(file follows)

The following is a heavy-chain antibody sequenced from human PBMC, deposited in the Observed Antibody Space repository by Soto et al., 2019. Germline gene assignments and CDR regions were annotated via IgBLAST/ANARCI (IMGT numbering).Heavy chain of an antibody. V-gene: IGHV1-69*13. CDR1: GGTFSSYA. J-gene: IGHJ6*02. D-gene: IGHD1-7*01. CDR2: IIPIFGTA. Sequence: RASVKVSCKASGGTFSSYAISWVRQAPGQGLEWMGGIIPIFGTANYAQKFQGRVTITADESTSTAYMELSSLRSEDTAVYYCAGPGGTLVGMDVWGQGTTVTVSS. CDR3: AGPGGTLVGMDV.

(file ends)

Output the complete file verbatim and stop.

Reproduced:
The following is a heavy-chain antibody sequenced from human PBMC, deposited in the Observed Antibody Space repository by Soto et al., 2019. Germline gene assignments and CDR regions were annotated via IgBLAST/ANARCI (IMGT numbering).Heavy chain of an antibody. V-gene: IGHV1-69*13. CDR1: GGTFSSYA. J-gene: IGHJ6*02. D-gene: IGHD1-7*01. CDR2: IIPIFGTA. Sequence: RASVKVSCKASGGTFSSYAISWVRQAPGQGLEWMGGIIPIFGTANYAQKFQGRVTITADESTSTAYMELSSLRSEDTAVYYCAGPGGTLVGMDVWGQGTTVTVSS. CDR3: AGPGGTLVGMDV.